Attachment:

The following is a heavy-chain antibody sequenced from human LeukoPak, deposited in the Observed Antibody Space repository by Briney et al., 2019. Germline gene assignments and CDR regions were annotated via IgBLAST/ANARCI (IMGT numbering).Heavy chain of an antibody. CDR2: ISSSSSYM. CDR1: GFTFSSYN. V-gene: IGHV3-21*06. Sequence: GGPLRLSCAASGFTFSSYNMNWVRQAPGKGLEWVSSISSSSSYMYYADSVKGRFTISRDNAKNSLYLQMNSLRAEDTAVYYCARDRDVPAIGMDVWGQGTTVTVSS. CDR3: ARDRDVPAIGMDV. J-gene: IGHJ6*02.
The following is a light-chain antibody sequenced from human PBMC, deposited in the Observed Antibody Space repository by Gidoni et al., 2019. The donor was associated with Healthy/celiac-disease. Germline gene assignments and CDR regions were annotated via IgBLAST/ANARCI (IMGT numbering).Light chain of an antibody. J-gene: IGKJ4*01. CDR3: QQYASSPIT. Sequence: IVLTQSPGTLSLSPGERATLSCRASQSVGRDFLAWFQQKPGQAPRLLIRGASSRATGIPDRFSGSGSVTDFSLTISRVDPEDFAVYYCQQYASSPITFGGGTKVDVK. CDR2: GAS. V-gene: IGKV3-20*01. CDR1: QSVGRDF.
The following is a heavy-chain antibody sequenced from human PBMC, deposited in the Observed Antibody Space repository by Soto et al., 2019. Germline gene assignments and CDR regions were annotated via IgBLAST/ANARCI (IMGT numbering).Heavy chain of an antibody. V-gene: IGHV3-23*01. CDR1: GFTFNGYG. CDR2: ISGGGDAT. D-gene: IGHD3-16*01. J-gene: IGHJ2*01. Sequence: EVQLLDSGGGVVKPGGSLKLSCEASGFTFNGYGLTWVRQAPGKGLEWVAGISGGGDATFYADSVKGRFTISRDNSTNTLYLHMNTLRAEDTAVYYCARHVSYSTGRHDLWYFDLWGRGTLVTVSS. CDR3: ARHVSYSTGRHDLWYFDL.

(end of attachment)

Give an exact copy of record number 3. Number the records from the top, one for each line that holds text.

The following is a heavy-chain antibody sequenced from human PBMC, deposited in the Observed Antibody Space repository by Soto et al., 2019. Germline gene assignments and CDR regions were annotated via IgBLAST/ANARCI (IMGT numbering).Heavy chain of an antibody. V-gene: IGHV3-23*01. CDR1: GFTFNGYG. CDR2: ISGGGDAT. D-gene: IGHD3-16*01. J-gene: IGHJ2*01. Sequence: EVQLLDSGGGVVKPGGSLKLSCEASGFTFNGYGLTWVRQAPGKGLEWVAGISGGGDATFYADSVKGRFTISRDNSTNTLYLHMNTLRAEDTAVYYCARHVSYSTGRHDLWYFDLWGRGTLVTVSS. CDR3: ARHVSYSTGRHDLWYFDL.